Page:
If Twitter continued to sell its firehose to Google, fewer searches would occur on Twitter’s internal search engine where the microblog platform can serve its own ads. That’s why sources familiar with the negotiations tell me Twitter wouldn’t renew the data access deal at any price, or at least set a ludicrously high price to sink the deal. Cash and increased visibility on Google Search was more valuable to Twitter in 2009 when it was still trying to gain serious traction. But by July 2011 Twitter was more established and ready to try monetizing without Google. A firehose deal would have impeded this, so it’s understandable why Twitter walked away.
There are a lot of conflicting reports on exactly how negotiations went down, stirred up by the launch of Google Search plus Your World (Search+) which favors Google+ results. Regardless of the exact details, the underlying fact is that it the inclusion of tweets in Google Search wasn’t the best thing for Twitter.
[Update: As Liz Gannes points out, Twitter did do a firehose deal with Bing. However, Twitter may have seen Microsoft and Bing as less of a threat, and viewed exposure to Bing’s early adopters as more advantageous than exposure to Google searchers.]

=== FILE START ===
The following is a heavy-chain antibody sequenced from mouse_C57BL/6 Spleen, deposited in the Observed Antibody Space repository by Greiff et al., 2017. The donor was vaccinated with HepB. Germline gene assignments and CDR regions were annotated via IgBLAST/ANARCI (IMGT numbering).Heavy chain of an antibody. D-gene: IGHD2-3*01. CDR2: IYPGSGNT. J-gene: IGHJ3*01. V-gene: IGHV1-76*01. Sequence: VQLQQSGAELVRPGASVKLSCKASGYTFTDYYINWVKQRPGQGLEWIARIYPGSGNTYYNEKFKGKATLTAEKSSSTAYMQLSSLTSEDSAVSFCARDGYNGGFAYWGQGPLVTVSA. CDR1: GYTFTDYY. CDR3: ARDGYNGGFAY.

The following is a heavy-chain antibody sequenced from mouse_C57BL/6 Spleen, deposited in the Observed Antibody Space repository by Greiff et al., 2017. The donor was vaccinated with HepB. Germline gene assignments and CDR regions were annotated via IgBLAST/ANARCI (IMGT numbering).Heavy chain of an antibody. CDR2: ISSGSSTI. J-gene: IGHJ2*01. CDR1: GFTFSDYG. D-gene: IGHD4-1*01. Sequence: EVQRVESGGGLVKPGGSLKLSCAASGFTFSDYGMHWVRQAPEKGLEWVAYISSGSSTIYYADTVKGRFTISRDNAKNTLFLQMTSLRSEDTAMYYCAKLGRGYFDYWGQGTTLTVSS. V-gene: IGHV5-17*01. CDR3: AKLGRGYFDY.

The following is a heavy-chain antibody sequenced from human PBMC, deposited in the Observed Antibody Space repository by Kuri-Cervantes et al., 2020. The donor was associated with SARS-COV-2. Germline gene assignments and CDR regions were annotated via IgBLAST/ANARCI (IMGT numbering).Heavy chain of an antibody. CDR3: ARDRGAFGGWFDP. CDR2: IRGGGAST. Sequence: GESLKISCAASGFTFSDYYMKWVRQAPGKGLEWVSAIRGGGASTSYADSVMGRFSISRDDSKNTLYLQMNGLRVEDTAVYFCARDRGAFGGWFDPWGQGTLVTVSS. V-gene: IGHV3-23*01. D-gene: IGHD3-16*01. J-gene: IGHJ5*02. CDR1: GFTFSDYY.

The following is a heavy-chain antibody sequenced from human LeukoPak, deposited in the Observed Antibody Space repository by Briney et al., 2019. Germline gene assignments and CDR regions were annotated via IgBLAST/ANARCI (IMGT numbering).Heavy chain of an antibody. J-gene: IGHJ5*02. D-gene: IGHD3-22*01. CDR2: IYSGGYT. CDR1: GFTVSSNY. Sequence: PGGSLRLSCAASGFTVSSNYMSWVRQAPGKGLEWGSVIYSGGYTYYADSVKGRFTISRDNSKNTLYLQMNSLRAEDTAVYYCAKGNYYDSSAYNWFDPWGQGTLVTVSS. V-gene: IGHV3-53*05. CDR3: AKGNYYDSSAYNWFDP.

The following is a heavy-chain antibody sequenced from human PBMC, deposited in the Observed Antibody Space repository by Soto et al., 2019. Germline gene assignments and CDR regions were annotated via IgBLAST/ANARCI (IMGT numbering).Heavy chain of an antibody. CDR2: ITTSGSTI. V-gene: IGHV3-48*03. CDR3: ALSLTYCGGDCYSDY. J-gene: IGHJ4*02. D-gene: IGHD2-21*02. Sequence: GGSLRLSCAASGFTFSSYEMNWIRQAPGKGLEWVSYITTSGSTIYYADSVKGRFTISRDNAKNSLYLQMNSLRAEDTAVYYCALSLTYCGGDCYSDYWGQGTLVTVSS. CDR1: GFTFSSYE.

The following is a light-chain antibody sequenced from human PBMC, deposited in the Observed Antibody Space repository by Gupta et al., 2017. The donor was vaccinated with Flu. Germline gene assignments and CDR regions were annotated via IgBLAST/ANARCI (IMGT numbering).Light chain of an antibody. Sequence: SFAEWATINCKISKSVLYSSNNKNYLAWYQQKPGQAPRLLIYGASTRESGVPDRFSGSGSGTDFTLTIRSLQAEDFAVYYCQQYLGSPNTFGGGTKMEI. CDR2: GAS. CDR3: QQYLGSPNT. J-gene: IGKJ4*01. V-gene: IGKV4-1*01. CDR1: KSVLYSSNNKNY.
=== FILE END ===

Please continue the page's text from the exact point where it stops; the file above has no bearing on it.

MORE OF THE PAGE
Actually, I think backing out of the Google firehose deal was a courageous move for Twitter. It showed the company was willing to bet on continued growth and making Promoted Tweets, Accounts, and Trends work as a major revenue stream. Since these sponsored content types are artificially injected into Twitter Search results and the home page, they wouldn’t have appeared in Google Search.
Unfortunately for the end-user, no deal means Search+ isn’t quite as useful as it could be, as Steven Levy describes. Google has the ability to point to relevant Twitter accounts in its People and Pages Box since they’re not strapped with rel=nofollow, but doesn’t currently. Maybe Google will change that soon in the name of offering the most relevant results. Maybe it will change that years down the road due to pressure from the FTC or Justice Department. By then Google may have weathered the monopoly paradox and accomplished its goal of using its natural dominance in search to grow Google+. We’ll have to wait and see.
Meanwhile, Twitter Search still needs a lot of improvement, particularly around surfacing relevant older tweets. Hopefully with time it will come to encompass functionality Google Search could have provided.
As John Battelle says, the politics surrounding data access make it very complicated for anyone to offer comprehensive personalized search. So for now, real-time search remains fragmented and less effective than it could be, but Twitter has a chance to stand on its own two little bird talons.